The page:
Academic journal article Journal of International Business Research

Going Green: The Impact on Higher Education Institutions

Academic journal article Journal of International Business Research

Going Green: The Impact on Higher Education Institutions

Article excerpt

INTRODUCTION

Across higher education, campuses are littered with utterances of green, eco-friendly, climate neutral, eco-chic lingos. The eco-lingo is a result of green trends overtaking campuses around the nation and the globe. In October 2006, presidents and chancellors of American col-leges and universities laid the groundwork for the President's Climate Commitment. This framework provided the structure and support for America's colleges and universities to go cli-mate neutral. The ultimate goal is to generate a broad, continuous, higher education effort on climate change with at least 1,000 participating institutions by December 2009. As of January 29, 2009, the American Association of College and University Presidents website showed a total of 607 signatories, a little over half of their target membership. The increasing number of universities and colleges yielding to the growing pressures to "go green" pauses one to question how universities and colleges are "greening" their institutions and what best practices exist to make this endeavor a sustainable one. In reviewing the activities of universities and colleges on various green lists as well as institutions with membership in various green groups, there is evidence of campus greening in regards to facilities and dorms, recycling and energy conservation, changes to the curriculum, yet much more attention must be paid to whether such green practices can be sustained and do such practices yield a competitive advantage.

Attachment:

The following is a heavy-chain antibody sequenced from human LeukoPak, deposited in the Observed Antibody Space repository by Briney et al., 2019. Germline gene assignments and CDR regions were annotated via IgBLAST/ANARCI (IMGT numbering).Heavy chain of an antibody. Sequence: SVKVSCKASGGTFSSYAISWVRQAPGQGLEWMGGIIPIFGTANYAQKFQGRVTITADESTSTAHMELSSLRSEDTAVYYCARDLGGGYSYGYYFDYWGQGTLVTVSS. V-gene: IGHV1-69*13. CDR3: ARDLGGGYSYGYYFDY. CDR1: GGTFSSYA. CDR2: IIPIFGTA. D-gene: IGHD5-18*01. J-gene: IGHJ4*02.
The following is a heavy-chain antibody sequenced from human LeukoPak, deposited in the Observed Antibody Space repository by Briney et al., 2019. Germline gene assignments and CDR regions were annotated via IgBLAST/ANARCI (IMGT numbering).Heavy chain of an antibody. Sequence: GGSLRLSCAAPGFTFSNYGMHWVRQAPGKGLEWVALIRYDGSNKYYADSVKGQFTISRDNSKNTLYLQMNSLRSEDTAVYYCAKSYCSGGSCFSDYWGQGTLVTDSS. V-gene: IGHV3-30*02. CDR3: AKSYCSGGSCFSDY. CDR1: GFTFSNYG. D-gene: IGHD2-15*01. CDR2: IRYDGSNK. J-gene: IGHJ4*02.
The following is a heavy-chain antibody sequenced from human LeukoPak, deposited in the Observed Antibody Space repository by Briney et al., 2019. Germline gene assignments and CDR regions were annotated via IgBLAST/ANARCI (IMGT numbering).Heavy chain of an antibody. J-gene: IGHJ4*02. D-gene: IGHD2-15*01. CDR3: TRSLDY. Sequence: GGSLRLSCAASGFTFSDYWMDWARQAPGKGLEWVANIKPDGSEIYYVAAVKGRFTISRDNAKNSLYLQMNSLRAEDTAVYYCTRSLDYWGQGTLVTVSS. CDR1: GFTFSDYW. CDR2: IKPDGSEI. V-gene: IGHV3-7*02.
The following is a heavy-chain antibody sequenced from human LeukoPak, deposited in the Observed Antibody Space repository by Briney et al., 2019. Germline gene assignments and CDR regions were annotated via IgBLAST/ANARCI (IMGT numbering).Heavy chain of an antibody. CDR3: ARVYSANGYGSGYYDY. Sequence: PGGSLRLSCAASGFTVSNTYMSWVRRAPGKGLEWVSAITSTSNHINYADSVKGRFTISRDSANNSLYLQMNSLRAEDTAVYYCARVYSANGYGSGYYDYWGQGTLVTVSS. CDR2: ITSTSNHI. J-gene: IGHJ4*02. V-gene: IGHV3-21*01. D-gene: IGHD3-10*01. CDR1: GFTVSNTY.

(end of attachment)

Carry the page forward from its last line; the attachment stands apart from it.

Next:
This article develops a strategic perspective in regards to the pursuit of sustainable value by first exploring existing strategic models of performance, then identifying some potential chal-lenges associated with pursuing green initiatives in higher education, and finally proposing a model of performance to evaluate the organization's strategies and its capacity to transform the stated challenges into initiatives to increase shareholder value for the next generation of eco-chic students and other members of a campus community.

STRATEGIC MODELS OF PERFORMANCE

Strategic performance models were developed for managing organizational performance. There are a number of performance models that have been developed to assist organizations in achieving optimal performance. Across the board, performance models consist of activities such as developing goals, monitoring progress toward goal attainment, feedback activities to enhance continuous improvement or determine the need for adjustment of goals and performance objec-tives. Performance management systems are closely associated with determining compensation but its more effective use is as a system of accountability and a driver of organizational change (Howard, 1994). In reviewing the different models discussed in the strategic management litera-ture review, the models to be explored in this article were narrowed down to systems alignment (Labovitz and Rosansky, 1997; Howard, 1994), dashboard performance reporting (Kaplan and Norton, 1992; Hart and Milstein, 2003), and business process reengineering (Hammer and Champy, 1993). These models were selected based on their relevance to organizational change as well as its focus on organizational alignment to gauge performance. Alignment is key to a firm's ability to achieve optimal performance. H. Igor Ansoffs strategic success paradigm states that an organization's performance potential is optimum when there is alignment among the firm's level of strategy aggressiveness, its level of capability responsiveness, and the level of en-vironmental turbulence (Ansoff and McDonnell, 1990). Labovitz and Rosansky (1997) identify the key elements of their alignment model to include strategy, customer, people, and process. Alignment among these key elements ensures that the organization stays on course through the development and use of a systematic review process that measures and monitors results. These models also provide a starting point for a change management framework that focuses on the three basic strategic questions confronting organizations: What is our current situation? …

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